The latest security advisory for Nigeria issued by the Baltic and International Maritime Council (BIMCO) effectively renders the use of armed guards commercially placed on merchant vessels illegal and is highly likely to have major repercussions for the ship owner and the charterer should they be caught with un-authorized armed police or marine police on board says leading maritime security company GoAGT.Sure, Mr. Davis is looking for work for his company's advisers, but he makes excellent points about the "grayness" of the situation and the need for great care in planning port calls in Nigerian waters.
According to BIMCO there have been a number of ‘blue on blue’ incidents in the last six months and the industry as a whole is concerned about the safety of crew transiting the region. The warning comes exactly a month after a merchant vessel was boarded near Port Harcourt, which had its cargo stolen whilst the crew were held hostage, despite a Nigerian Naval vessel being in the vicinity.
Nick Davis, CEO of GoAGT, said: "BIMCO have taken a strong, proactive stance on this issue. The incident a month ago was entirely preventable with the use of an unarmed advisor and a good radar lookout. The crew were very lucky not to have suffered injury, had they been able to react quicker and retreated to the citadel the situation would have diffused quickly. The primary concern should be the safety of the personnel, theft in the Gulf of Guinea is unfortunately something ship owners and managers have to deal with, with an advisor on board vessels can avoid a hostage situation during a boarding."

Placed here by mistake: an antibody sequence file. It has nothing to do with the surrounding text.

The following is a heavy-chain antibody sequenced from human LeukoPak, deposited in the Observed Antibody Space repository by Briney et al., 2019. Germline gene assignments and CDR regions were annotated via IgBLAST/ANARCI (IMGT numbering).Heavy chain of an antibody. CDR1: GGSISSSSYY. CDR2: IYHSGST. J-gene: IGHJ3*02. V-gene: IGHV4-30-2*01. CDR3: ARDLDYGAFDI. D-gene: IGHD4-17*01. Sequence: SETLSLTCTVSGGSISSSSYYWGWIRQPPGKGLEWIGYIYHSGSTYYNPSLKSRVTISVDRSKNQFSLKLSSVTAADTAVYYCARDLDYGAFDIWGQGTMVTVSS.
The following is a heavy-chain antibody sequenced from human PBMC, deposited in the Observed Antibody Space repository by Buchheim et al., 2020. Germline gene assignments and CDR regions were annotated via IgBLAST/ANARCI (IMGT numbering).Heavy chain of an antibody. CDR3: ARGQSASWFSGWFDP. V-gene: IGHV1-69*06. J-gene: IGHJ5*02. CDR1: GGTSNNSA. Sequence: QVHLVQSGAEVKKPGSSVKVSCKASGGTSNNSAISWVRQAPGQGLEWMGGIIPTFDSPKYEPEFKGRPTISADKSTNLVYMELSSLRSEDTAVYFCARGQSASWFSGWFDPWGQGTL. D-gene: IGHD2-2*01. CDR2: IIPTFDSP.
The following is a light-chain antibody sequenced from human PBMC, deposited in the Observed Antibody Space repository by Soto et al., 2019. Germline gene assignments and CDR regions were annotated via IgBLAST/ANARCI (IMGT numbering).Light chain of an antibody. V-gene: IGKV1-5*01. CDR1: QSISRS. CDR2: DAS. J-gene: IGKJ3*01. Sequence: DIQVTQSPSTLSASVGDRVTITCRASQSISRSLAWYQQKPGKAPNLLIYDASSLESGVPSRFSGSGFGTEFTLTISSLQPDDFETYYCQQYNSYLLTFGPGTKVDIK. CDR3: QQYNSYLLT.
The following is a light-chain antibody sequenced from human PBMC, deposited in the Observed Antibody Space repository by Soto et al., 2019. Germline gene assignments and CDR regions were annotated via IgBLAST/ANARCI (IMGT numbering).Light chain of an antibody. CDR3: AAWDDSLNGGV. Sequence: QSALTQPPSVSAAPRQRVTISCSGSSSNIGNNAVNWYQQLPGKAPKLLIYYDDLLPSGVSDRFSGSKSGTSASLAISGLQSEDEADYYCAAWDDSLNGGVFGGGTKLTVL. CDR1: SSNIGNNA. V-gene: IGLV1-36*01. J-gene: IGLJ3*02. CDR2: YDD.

He went on to say: "Merchant vessels approaching Nigeria from within the Gulf of Guinea must understand that the Nigerian Navy are the only authorized body to offer protection via escort vessels only, and not with armed guards on client vessels. The option for Joint Task Force or Police protection is only available within the riverine deltas and not on the high seas. There is a clear and present danger to the safety of the crew with the only effective solution being to employ an advisor who can safely get the crew to the citadel, which must be well-equipped with communications equipment.
"Currently the use of armed guards in the region falls into a legal grey area. Ship owners and managers being offered so-called 'authorised' armed protection within the Gulf of Guinea by Private Maritime Security Companies are well advised to seek advice from BIMCO, their flag state and the local Nigerian embassy or consulate for the latest advice and protocol prior to parting with money for a service that could have severe operational interruption to normal trading."
Nick Davis said: "There is no satisfactory way for managers and owners to perform due diligence on locally sourced guards. It has been reported in the past that incidents of product theft or kidnap have been targeted against vessels carrying guards. Due to the high risk of operating in this area, ship owners and managers must do all that is in their power to ensure the crew remain safe with thorough training, enhanced watch keeping and a well prepared plan of action in case of an incident."
An alternative solution to the ban, is some sort of "non-corrupt" licensing program for local armed guards that might reduce the risk of the identified problems. On the other hand, we are talking Nigeria here.
Be very, very cautious. These are not issues of international waters but of Nigerian law.
I assume more ships will be loitering off the coast out beyond Nigerian territorial waters (and thus beyond the reach of Nigerian law) and making a dash for port when necessary. Armed guard teams in "barracks" vessels who can board and guard ships at sea and then be dropped off before the run in may be the ticket.